Lluís Cordón – Brain Metastasis Group: Dr Cordón studies the development of brain metastasis using brain organoid technology – artificially grown, miniature organs resembling the brain – to design effective therapeutic strategies. “Pharmacological approaches to various types of cancer are extending life expectancy in patients, while increasing the risk of brain metastasis. This is a serious clinical issue in the absence of effective therapies. My research goal is to prevent cancer cells from controlling the brain’s defence mechanisms to their own benefit,” he remarks.
Ana María Roncero – Breast Cancer Clinical Research Unit: Dr Roncero is working to find new therapies for breast cancer – the most common type of cancer among women. “I am doing research with metastatic breast cancer patient-derived tumour organoids to find better targeted, personalised therapies for patients with advanced triple-negative (TNBC) and hormone-positive breast tumours,” she observes.
Albert Harguindey – Growth Factors, Nutrients and Cancer Group: Dr Harguindey is working to understand the structural basis for the role of the URI (unconventional prefoldin RPB5 interactor) complex in cancer and suggest novel therapeutic strategies by disrupting the protein complex’s interactions. “I want to elucidate the 3D structure and provide an atomic model of the URI complex,” he comments.
Diana Vara – Cell Division and Cancer Group: Dr Vara is working on new therapeutic targets to prevent and treat metabolic disturbances, given their implications for cancer development and for other diseases of the Western world, and to improve the lives of patients. “I am analysing how MASTL-PP2A/B55, a signalling pathway involved in mitosis, regulates metabolism,” she points out.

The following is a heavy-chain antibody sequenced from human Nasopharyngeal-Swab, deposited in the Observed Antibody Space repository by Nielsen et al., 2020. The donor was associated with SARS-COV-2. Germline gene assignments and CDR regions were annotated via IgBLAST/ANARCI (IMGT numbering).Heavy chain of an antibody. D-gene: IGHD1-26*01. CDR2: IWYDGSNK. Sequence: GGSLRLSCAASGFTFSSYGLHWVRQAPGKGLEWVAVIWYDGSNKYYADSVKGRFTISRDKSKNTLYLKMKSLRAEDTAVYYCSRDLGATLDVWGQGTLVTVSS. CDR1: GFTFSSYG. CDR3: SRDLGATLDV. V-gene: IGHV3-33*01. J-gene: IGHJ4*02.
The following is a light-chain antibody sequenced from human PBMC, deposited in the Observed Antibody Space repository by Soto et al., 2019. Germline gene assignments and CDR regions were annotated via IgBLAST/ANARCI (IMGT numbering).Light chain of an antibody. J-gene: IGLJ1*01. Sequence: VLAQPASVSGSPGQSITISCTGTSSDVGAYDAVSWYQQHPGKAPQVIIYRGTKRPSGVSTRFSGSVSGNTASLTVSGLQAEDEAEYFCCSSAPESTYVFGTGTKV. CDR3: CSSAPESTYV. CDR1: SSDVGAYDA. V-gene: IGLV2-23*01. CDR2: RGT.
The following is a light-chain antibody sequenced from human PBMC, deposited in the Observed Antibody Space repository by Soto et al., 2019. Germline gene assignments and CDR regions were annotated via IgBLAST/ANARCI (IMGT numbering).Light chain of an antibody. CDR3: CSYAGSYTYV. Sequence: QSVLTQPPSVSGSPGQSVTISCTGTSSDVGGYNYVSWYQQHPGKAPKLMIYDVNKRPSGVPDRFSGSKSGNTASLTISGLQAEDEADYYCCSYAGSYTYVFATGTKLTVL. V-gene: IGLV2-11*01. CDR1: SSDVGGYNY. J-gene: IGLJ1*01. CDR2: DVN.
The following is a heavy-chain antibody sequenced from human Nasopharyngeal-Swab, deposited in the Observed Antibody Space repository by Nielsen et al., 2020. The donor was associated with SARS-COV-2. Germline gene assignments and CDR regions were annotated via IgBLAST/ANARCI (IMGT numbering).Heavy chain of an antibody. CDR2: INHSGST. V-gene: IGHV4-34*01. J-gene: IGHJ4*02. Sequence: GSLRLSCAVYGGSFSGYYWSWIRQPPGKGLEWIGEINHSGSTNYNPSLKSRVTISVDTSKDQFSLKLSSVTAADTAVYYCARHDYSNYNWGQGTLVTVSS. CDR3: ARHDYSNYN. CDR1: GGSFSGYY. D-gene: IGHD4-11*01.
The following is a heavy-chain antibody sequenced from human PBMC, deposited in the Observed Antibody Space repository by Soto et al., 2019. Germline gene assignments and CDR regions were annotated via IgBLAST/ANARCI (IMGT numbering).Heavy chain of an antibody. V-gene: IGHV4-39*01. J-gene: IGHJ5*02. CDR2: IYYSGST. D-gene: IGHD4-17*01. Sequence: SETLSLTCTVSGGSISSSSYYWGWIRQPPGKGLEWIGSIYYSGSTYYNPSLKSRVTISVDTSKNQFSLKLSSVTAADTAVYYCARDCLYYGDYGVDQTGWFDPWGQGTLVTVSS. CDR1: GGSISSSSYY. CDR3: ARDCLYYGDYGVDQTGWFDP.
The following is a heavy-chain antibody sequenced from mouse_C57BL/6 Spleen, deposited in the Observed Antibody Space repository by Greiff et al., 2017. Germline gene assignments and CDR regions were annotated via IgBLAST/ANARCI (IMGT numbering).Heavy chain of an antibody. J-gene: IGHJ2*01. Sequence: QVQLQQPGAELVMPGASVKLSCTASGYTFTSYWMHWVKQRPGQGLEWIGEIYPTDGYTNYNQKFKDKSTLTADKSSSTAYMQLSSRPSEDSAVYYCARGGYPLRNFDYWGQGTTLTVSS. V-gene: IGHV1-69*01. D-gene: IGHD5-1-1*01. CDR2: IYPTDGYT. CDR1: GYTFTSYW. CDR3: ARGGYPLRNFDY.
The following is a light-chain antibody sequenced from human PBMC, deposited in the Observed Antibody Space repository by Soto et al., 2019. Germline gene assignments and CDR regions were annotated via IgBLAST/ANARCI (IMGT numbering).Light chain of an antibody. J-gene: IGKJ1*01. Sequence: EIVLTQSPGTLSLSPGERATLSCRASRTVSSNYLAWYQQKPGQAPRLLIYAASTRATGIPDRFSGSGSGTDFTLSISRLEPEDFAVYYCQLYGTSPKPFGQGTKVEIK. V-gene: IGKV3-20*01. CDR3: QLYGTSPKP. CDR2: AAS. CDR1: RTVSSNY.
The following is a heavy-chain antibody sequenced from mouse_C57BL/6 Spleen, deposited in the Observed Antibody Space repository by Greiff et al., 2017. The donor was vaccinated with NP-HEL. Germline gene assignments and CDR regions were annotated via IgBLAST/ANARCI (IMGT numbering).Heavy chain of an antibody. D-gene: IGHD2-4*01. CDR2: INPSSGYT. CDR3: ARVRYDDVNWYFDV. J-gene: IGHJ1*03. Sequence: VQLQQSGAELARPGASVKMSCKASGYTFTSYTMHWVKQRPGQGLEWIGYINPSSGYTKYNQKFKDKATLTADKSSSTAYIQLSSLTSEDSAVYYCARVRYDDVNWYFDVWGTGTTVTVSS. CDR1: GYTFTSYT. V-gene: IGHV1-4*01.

Federico Virga – Experimental Oncology Group: Dr Virga is exploring how to improve treatment efficacy in pancreatic and lung cancer – two of the most aggressive and lethal types of cancer. “My research project focuses on increased antitumor response of the immune system in pancreatic and lung tumours induced by KRAS oncogenes,” he describes.
The Spanish National Cancer Research Centre (CNIO) is a Spain-based centre for the research, diagnosis and treatment of cancer whose Director is scientist Maria A. Blasco. In 2021, the CNIO published 254 scientific papers, 52 of them in journals with an impact factor (IF) of 10-15 and 43 in journals with an IF of 45 or greater. According to the 2021 edition of the Nature Index, the CNIO stands second among European institutions specialising in cancer research and eighth at the global level.